Hearing without a Veil Let’s Pray… Rev Stuart C. Buisch


Isaiah 6 is full of experiences. It’s like the sort of advent day when it gets dark outside, you are exhausted because of all that has happened, and you haven’t gotten close to finishing the list you wrote this morning. Isaiah experiences God, himself, sin and a call.


We are not sure from the text if Uzziah held sway over Isaiah or if it was catastrophic when he died but for some reason Isaiah experiences God. In some way God is seen high and, on a throne, and the heavenly armies fill the air with their presence and their cheers or cries or shouting. This was a kind of Pentecost experience for Isaiah although it seems more intense and overwhelming including shaking the room, he is in. Did you notice that what the angels are shouting to each other is not really clear? Holiness and glory are God words but what do they mean to us? It doesn’t disclose any deep theology. It doesn’t solve any ethical issues. It is quite limited. Or is it? God is Holy. The entire earth is full of God’s glory. This is, of course, before global warming, systemic racism or no racism, division between families and neighbors. Or is it? Clearly this disclosure of God is not pre-greed, pre-gluttony, pre-sin. But before we move on what does Isaiah’s experience say to us? If we experienced a vision of God, in any measure, with or without sound, light, angels what would it mean? A patient recently said to me that they had had an experience of being touched by the Spirit. You probably don’t believe me, they said. What was clear was that nothing was ever the same after that experience. So too Isaiah is changed by meeting God.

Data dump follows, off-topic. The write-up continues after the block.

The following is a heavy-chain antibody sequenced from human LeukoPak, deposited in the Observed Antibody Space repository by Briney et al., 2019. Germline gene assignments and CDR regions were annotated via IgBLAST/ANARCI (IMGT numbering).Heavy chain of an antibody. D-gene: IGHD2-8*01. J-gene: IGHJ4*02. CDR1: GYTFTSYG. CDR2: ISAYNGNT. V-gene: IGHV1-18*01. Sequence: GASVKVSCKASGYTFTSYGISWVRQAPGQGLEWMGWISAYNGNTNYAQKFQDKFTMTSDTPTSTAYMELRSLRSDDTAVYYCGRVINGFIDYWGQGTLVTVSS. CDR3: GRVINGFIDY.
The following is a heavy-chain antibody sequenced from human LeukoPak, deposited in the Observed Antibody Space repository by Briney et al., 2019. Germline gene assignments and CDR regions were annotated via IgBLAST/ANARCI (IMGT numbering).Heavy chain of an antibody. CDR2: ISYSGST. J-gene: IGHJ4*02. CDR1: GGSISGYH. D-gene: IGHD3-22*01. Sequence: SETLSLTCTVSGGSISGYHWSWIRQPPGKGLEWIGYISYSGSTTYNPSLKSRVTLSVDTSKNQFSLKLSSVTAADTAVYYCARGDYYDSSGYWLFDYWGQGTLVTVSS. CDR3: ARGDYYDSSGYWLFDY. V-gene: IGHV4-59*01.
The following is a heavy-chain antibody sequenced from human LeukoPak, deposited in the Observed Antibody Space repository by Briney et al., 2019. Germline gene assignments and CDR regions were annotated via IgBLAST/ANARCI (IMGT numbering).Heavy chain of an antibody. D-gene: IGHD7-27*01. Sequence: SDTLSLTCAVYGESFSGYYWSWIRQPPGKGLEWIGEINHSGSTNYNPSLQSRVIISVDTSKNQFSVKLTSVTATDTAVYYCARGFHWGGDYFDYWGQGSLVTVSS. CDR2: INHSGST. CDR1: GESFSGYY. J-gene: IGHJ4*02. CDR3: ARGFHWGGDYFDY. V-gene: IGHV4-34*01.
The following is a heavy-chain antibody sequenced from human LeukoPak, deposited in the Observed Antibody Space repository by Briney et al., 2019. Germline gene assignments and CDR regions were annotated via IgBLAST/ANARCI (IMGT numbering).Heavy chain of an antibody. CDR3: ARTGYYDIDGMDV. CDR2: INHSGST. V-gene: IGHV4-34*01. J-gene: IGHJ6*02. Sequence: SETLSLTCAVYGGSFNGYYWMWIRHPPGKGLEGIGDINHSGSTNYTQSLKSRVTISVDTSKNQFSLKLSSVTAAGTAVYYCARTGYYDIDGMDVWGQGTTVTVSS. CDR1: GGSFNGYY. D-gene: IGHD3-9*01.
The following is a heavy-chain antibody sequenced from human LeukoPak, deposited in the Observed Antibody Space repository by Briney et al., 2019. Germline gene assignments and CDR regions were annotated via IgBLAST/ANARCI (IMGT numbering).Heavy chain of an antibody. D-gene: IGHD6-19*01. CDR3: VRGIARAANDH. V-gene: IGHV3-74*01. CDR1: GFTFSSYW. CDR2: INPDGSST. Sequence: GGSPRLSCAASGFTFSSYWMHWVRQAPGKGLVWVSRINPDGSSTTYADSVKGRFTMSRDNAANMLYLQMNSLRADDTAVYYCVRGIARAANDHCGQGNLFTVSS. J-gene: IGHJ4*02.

He meets himself. His says he has unclean lips. In the presence of all God’s holiness he sees sin. Isaiah doesn’t linger in that part of the experience long. But he is terribly afraid. He is ruined he says. The distance between God’s holiness and his uncleanness is tremendous. If one chooses to linger in that distance it could indeed be overwhelming. As a teenager each time I recognized sin I was overwhelmed, distraught – a drama king no doubt- but forgiveness seemed a special, high tech/theological event that deserved, I didn’t know what.
God working with Isaiah displays no such definition of forgiveness. As Isaiah is dithering through his uncleanness God is right there with a glowing coal to touch the unclean lips and guilt and sin are gone. If we as a people of God could capture this truth not only in our heads but also in our hearts that would be a good first step. However, this truth of forgiveness must be integrated into our relationships. All our relationships. If the last ten months have disclosed anything other than what we read and hear in our news feeds, it is that there are plenty of folk to forgive and be forgiven by. But not just in our heads, not simply in our feelings we must forgive people removing all the guilt and sin. All of it. We need God to work that through us. This is not human task alone, and yet it needs to be through our hands, our hearts, our lips and most sincerely our interactions with others. This forgiveness must live in our relationships.